One of the key features of effective networks is that they ‘Generate helpful outputs. As well as connecting people, effective networks tend to generate outputs that are helpful to other network members. Outputs are often developed or co-created based on experience on the ground.’ (Malby and Anderson-Wallace 2016 p.161).
The outputs of networks are their value proposition (for more on public value please read the next blog on Governance). The value proposition for any network describes the exchange of goods, services, relationship currencies and how secures the impact identified in the network’s shared purpose.
These will be (to a greater or lesser extent depending on the network’s purpose) benefits to:
• Individual members – for instance in learning networks these could be learning outcomes for the individual members – e.g. new knowledge, ability to translate into practice.
• Member’s organisations - for instance in learning networks these could be materials or resources that can be made available to the wider organization; improvements in the organisations effectiveness as a result of learning within the network; new partnerships or collaborations to secure knowledge gain.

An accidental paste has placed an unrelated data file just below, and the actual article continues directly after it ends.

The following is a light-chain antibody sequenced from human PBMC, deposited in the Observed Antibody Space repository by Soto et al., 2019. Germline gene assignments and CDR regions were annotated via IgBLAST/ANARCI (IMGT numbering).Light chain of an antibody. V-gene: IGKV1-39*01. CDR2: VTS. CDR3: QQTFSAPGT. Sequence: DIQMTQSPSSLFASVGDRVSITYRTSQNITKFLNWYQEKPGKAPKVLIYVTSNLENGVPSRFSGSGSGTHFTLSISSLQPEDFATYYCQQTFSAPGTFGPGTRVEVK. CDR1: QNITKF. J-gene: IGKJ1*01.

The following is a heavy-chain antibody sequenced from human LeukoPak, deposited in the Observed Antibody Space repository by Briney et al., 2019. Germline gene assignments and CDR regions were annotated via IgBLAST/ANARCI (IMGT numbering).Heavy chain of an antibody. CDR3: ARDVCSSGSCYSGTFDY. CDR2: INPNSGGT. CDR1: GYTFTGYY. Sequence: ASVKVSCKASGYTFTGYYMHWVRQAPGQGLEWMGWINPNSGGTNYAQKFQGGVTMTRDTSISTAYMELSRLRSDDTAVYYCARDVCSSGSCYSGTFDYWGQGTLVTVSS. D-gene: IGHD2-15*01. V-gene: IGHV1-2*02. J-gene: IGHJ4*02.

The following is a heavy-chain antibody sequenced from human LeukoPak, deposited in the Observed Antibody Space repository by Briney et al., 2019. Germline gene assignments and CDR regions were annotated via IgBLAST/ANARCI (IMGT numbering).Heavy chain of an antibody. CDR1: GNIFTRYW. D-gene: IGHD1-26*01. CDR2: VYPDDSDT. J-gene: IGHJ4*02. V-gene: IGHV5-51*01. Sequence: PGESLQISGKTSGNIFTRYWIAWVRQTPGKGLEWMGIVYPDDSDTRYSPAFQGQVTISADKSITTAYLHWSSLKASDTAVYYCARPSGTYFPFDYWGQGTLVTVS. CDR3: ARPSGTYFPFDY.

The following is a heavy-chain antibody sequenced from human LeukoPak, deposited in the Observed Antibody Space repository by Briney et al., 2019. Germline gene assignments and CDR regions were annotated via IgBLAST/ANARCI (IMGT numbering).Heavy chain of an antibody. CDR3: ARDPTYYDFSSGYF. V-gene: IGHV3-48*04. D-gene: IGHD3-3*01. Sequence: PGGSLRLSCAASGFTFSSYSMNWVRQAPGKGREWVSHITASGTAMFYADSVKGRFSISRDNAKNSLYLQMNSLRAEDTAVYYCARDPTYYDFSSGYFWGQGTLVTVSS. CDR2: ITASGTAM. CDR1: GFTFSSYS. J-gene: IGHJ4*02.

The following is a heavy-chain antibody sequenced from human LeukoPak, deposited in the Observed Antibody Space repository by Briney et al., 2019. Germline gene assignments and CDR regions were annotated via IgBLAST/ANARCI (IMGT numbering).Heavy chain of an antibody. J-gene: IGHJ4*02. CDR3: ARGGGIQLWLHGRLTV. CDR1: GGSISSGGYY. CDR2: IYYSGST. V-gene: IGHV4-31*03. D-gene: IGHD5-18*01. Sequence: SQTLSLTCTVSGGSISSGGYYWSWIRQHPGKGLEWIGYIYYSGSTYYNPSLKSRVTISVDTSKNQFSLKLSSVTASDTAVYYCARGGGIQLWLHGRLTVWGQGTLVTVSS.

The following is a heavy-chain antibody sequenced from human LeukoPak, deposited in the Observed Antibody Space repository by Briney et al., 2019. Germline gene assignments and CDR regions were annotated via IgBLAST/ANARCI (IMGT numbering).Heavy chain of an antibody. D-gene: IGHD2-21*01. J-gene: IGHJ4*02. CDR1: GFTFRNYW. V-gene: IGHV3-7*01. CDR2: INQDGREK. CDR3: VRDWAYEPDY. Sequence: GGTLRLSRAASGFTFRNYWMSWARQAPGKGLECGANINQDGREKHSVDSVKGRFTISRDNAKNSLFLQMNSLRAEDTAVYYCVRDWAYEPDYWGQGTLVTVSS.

• Funders of networks (if grant or externally supported) – for instance in advocacy networks this would be reporting of impact in relation to the advocacy issue.
The impact reflects the inherent design of networks i.e. the impact is relational.
Most networks measure:
- Impact related to the network’s purpose
- Member perception and relationships in terms of meeting member needs
- How effectively they use their resources
In order to ensure that the network is organised as best it can be to secure and achieve its purpose, networks can measure their ‘organisational effectiveness’ in terms of the diagnostics provided here in this website.
These measures are provided to members, as member’s understanding of the impact is of course, partial without data about the whole. Any network needs to connect members to make judgments about the value of the effort they put into the network, whether the mode of working is creating the value they intended, and if any changes or adaptations are required; and whether the purpose has been achieved or requires further effort.
Where does your Network add value? How do you demonstrate this? Individual members
1. Individual members
2. Member’s organisations
3. The people that pay for the network